Exhibit: Julien Green, French author on Deep South [fr]

JPEGLife is full of happy coincidences. On May 4, Savannah’s Green-Meldrim House, the family estate of French writer Julien Green, author of several epic sagas about the Deep South, will open a temporary exhibit highlighting the writer’s life and work. But it is all thanks to a small twist of fate.

The French Consulate’s cultural attaché, Alexandre Durand, had grown up reading Green’s works, several of which center on the Antebellum and Civil War South, including Savannah, and counted the author among his favorites. During a speech last fall at the opening of an art exhibit at Savannah’s Telfair Museums, Durand alluded to the ties between the city and France, such as Green’s novels. Lo and behold, Dale Critz, Chair-Elect of the Telfair Board of Trustees, came forth and put him in contact with the Green-Meldrim house.

Now, eight months later, the house, in partnership with the cultural services of the Consulate General of France in Atlanta, is installing a temporary exhibition about Julien Green’s life and writings. A reception and ribbon-cutting ceremony will be held at the Green-Meldrim House on May 4.

The Green-Meldrim house exhibition will feature the author’s desk and bed, along with several other furnishings original to the home that were recently repatriated from France following the death of Jean-Eric Green, Julien’s adopted son. Susan Arden-Joly, chairwoman of the preservation committee for the Green-Meldrim House, spearheaded the effort to bring these items back to Savannah. During the reception, she will speak about the discovery of these pieces and their historical significance for the house, which today is owned by St. John’s Church of Savannah.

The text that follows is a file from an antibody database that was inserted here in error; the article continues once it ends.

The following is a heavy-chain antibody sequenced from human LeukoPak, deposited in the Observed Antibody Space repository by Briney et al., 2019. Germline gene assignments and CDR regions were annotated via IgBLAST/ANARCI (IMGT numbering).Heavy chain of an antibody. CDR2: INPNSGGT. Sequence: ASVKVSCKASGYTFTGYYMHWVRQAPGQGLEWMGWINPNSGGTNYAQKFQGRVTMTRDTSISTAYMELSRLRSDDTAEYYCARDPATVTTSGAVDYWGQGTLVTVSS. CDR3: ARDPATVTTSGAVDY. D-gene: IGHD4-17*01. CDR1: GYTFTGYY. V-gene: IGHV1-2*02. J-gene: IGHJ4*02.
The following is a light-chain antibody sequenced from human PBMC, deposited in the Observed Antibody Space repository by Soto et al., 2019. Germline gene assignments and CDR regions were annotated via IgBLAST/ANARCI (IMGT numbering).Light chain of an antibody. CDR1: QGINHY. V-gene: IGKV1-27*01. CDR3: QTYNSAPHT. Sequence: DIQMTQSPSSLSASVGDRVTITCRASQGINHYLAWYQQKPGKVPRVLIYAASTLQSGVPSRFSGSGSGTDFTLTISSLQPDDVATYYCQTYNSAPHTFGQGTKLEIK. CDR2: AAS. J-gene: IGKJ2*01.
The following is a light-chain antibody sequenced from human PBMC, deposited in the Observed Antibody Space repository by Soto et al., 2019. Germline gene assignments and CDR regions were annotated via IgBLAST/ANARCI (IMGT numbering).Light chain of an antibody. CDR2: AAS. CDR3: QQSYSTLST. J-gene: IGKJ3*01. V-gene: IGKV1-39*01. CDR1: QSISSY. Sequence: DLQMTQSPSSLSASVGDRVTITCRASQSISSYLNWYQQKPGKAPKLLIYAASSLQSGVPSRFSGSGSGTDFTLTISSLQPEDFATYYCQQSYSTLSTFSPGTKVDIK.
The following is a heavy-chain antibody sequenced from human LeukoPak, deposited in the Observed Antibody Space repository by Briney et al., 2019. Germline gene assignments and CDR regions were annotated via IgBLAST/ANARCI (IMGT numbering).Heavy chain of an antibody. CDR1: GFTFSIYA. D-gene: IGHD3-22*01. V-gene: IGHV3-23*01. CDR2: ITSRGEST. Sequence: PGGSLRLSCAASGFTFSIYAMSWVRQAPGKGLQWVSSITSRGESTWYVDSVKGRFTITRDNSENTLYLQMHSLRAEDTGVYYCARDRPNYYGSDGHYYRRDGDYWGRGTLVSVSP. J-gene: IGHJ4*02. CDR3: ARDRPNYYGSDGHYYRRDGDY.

John Dunaway, a specialist on French religious writers and professor emeritus of French at Mercer University, will give a short talk on Green. The evening includes French hors d’œuvres and wines prepared and selected by Chef Jean-Yves Vendeville, director of the culinary arts program at Savannah Technical College and a Knight of the French Order of Academic Palms.

Green was born in Paris, France in 1900, the youngest of seven children. His parents, both American ex-pats, were from Savannah and frequently told their children stories of the magical city where “roses bloomed at Christmastime.” As a young man, he left France to pursue a degree at the University of Virginia and spent his school holidays in Savannah where he stayed with his uncle, Walter Hartridge.

After returning to France in 1922, he briefly pursued a career as a painter before turning to literature. His first novel, "Avarice House," was published in 1926 and was an immediate success. He went on to publish 20 novels, six plays and his private journal in 19 volumes.

He was elected to the Académie Française in 1971, the first non-French citizen to receive this honor.

In the 1980s he began work on a Southern trilogy, a project he first conceived of in the 1930s but abandoned after the publication of Margaret Mitchell’s "Gone with the Wind." The three volumes, "The Distant Lands," "The Stars of the South" and "Dixie," were immensely successful in France and abroad. He died in his home on Rue Vaneau in Paris at the age of 98.

More information and tickets for the May 4 reception are now available online at Eventbrite.com

Last modified on 11/05/2018

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